Multiplication Center

Multi-site Church Road Trip Gone Global, Dave Browning, Christ the King Community Church

September 10, 2009


Welcome to day two of the road trip.  This is the second in a series of posts containing conversations that we recently had with some of the senior pastors featured in our new book – A Multi-site Church Road Trip.  In each post you will gain additional insights by getting updates about the featured church and hearing the heart of the leader.  

Today’s guest – Dave Browning (twitter – @bigdaverino), Christ the King Community Church.

1. Dave, you say in Multi-site Church Road Trip that you and the team at Christ the King have 120 campuses and many of those are actually International campuses.  What does an international campus look like?  How is the same/different from one of your state-side campuses?

Overseas our gatherings are often not in an owned or leased facilities.  Some of our congregations meet in tents, or under trees, or town squares.  Often the gatherings have world_rel_2003 children present, whereas in the US we offer children’s programming simultaneous the worship service.  In the US our services are typically an hour or less.  Overseas, our services are often longer than two hours.  In some cultures the leader has a more prominent role that we tend to see in the US.

2. I think it is interesting that you have a commitment to international campuses and a high value for use of technology in developing leaders but no Internet campuses?  Any reason for that?

Our international reach is more of a “God-thing” than anything else.  We had no plan to be outside of our own county, much less around the world.  But once you define the church by relationship, instead of geography, you realize that relationships do not respect geographical boundaries.  We say that we can go as far as relationships will take us.  Our goal is to raise up people to do ministry, so we view technology as a tool, not a strategy. 

3. We have talked recently about your discovery that there is a greater access to cell coverage than high speed internet in India and many of the countries you are serving in Africa and that this has prompted you to redesign your leadership development training to be delivered in text size messages. Can you give us an update on where you are in that process?  What is working?  What is not?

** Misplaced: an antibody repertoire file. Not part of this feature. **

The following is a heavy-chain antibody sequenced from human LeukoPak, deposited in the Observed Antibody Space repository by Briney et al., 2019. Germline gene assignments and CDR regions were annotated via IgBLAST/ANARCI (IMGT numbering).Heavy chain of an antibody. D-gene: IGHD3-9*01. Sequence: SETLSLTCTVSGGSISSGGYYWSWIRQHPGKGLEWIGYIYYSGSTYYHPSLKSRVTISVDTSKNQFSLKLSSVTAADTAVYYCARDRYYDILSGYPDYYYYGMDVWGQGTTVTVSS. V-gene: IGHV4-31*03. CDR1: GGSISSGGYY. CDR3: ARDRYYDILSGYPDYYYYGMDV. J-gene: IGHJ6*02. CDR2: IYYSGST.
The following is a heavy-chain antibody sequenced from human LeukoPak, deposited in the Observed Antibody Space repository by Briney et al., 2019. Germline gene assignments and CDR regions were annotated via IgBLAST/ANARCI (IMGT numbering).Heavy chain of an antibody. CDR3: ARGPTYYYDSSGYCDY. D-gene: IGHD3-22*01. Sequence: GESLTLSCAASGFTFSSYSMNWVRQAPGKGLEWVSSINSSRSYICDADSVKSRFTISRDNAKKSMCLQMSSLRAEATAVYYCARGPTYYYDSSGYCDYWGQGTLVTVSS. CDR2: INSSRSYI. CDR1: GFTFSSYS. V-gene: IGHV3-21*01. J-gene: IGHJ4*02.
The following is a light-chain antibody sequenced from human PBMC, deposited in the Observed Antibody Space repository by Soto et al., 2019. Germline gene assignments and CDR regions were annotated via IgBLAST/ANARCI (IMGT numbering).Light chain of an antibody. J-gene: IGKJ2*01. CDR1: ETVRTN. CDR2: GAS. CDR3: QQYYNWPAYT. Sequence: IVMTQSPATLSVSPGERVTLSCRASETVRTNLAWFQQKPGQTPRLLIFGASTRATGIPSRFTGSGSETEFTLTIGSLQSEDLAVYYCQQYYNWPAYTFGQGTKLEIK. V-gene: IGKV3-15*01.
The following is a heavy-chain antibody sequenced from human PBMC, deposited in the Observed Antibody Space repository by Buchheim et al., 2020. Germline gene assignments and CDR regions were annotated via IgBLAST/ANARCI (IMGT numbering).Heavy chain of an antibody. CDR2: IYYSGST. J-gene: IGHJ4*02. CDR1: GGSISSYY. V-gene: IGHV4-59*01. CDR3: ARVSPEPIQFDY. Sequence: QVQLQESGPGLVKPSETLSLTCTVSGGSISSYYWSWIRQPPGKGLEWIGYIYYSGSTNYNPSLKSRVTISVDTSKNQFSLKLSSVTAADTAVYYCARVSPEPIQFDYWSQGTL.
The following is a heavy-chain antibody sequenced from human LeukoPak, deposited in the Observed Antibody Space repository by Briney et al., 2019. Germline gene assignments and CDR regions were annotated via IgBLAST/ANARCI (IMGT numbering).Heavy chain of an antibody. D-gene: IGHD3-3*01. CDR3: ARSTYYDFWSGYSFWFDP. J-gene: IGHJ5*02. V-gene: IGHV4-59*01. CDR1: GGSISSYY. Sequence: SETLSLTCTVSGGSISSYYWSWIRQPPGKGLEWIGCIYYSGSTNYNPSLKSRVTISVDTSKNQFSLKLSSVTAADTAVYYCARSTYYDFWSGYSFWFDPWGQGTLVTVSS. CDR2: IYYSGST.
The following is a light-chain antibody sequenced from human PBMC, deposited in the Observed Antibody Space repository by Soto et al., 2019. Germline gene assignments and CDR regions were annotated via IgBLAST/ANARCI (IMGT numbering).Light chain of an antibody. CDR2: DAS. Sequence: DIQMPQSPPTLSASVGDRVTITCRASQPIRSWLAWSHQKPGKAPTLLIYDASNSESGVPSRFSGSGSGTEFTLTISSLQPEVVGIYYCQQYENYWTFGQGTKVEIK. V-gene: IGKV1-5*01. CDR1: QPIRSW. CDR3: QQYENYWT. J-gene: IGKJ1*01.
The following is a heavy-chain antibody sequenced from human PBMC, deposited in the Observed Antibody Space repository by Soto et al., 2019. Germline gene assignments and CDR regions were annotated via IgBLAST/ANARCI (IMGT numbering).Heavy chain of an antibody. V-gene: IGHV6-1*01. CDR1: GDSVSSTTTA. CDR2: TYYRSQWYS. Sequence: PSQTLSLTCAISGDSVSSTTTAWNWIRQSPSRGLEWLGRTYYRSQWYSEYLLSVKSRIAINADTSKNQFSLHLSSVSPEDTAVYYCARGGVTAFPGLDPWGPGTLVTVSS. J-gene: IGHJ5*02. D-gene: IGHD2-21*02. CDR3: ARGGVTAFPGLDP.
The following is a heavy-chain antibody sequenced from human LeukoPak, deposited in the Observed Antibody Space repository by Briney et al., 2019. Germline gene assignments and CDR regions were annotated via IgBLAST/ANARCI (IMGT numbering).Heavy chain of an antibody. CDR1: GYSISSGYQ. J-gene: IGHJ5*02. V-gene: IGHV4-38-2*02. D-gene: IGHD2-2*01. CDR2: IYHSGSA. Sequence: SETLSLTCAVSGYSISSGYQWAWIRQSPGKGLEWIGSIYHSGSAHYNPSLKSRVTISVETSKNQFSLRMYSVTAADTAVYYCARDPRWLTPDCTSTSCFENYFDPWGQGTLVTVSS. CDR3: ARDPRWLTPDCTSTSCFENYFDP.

I send out a weekly email that gets resent as text by our international leaders.  Some of our leaders follow me on Twitter as well.  The cell phone is clearly the next laptop.  More SMS texts are sent every day in the world than email messages.  We are attempting to take our “teachable points of view” and distill them to 140 characters or less.  We are also developing 60-second sermons that can be utilized on cell phones.deliberate simplicity cover

4. You are the author of Deliberate Simplicity, another title in the Leadership Network Innovation Series.  How do the key principles of simplicity find application in the establishment and execution of International Campuses?

Simplicity resonates in the two-thirds world, because it really is the only option.  There are not resources available in much of the world to support the attractional model. 

5. What is new about the multi-site ministry at Christ the King since we last talked?

I believe that God is showing us some new things about worship.  Many of our leaders are feeling that our corporate worship has been too much about us, and not enough about Him.  We are also exploring more non-musical forms of worship that have great potential to reduce our dependence on musicians as key to expanding the church. 

6. What have I not asked that I should have?

You ask great questions.  One additional one might be, “What complicates overseas ministry?”  The answer would be:  money. There is such a huge resource disparity between our church in the US and our church in the two-thirds world that we are wrestling constantly with how much to support needs overseas.  So far we have sent very nominal and sporadic support, and have placed an emphasis on being self-sustaining.  But it is often difficult to say “no” when they need it and we have it.

Next stop? Robert Emmitt, Senior Pastor, Community Bible Church, San Antonio, Texas

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Twitter – @gregligon @geoffsurratt @warren bird #mscr  #leadnet

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